Click to hear extended chords 12
To finish your study of extended minor chords, you apply m11 chords to your harmonic vocabulary.
M11 chords are built using one guideline when applied to the guitar.
To build a m11 chord, lower the 5th of any m7 chord shape by 2 frets on the guitar.
Here’s an example of a Dm7 chord on the left, with the 5th lowered by a tone on the right to form Dm11.
Click to hear extended chords 13
Now that you know how to build a m11 chord, apply it to the fretboard.
The first example features a m11 chord used to outline the iim7 change in a short ii V I progression in C major.
As is the case with any of these examples, once you learn it, take it to other keys and alter the rhythms as you expand these examples in the woodshed.
Click to hear extended chords 14
Moving on, here’s an example of Am11 used to color the iim7 chord in a longer G major ii V I progression.
Notice the open sound that m11 chords bring to a progression, compared to other minor chords you learned so far.
This open sound is a powerful color to use in your playing, but it can sound out of place if used in the wrong context.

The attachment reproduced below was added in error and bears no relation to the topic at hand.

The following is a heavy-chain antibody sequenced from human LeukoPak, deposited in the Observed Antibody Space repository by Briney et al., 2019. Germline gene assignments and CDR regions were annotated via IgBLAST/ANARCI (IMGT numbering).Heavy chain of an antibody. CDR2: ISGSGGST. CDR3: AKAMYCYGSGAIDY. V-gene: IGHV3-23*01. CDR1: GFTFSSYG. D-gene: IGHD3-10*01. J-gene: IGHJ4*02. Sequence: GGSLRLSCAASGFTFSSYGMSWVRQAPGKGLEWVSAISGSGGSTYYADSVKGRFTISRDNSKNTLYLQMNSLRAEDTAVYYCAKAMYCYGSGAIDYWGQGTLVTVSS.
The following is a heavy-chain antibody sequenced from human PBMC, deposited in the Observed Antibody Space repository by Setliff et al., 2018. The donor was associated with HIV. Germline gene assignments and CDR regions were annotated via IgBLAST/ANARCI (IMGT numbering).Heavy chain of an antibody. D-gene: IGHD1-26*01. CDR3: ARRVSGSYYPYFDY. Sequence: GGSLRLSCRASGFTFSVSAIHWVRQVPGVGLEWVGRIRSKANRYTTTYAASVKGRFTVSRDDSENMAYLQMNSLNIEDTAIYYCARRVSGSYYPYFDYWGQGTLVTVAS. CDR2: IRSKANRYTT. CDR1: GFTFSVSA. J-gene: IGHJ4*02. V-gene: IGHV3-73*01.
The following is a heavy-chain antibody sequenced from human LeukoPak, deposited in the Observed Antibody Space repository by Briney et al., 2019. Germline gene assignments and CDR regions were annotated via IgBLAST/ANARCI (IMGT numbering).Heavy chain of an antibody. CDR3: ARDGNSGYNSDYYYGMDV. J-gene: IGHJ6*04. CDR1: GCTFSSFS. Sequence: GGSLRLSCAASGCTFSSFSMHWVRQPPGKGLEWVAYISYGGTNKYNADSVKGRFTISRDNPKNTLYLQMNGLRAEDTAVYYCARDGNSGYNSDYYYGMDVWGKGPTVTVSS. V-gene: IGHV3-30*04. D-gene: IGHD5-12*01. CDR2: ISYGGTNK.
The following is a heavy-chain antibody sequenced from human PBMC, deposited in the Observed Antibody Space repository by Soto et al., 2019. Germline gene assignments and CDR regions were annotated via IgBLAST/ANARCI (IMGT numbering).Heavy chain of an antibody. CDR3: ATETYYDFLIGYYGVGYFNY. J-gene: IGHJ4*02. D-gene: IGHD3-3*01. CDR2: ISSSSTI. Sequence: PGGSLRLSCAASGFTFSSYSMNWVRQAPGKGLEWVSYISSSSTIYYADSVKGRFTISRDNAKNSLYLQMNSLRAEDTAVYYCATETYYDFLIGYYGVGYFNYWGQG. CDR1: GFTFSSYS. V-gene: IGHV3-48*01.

As with any extended chord, get the m11 sound in your ears so that you can apply it with confidence to any musical situation.
Click to hear extended chords 15
In this final example, you see a Dm11 chord vamp with a few new harmonic concepts over that chord change.
One of the most common ways to use m11 chords is to pair them up with the same shape two frets higher.
You can see this in the example, as Dm11 and Em11 are played back and forth over the four-bar phase.
You stay in the key when using this concept, but you add more color to the progression with the Em11 shape over Dm11.
As well, you can see a second version of the m11 chord in the last two bars of the phrase.
Here, you build a m11 chord by replacing the b3 of Dm7 with a note two frets higher.
When doing so, you lose the sound of the b3, which defines the chord as being minor and not a 7sus chord.
Because of this, be careful where you use this version of a m11 chord.
But, with time and practice, this version of m11 adds a cool-sounding harmonic color to your comping, chord soloing, and chord melody playing.
Click to hear extended chords 16
Dominant Extended Chords
V7alt chords, those used in minor keys, are explored in a later section of this lesson.
As is the case with any extended chords, learn the theory behind building each of these dominant chords first.
That way you know how to build these shapes yourself, and not just memorize grips on the fretboard.
Then, when learning the examples, get them down as written before moving them to other keys and applying them over jazz standards.
The first extended dominant chord you study is the 9th chord, the most common chord color used when moving beyond the 7th chord sound.
Here’s a guideline to build 9th chords on the fretboard.
To build a 9th chord, raise the root note of any 7th chord by two frets on the fretboard.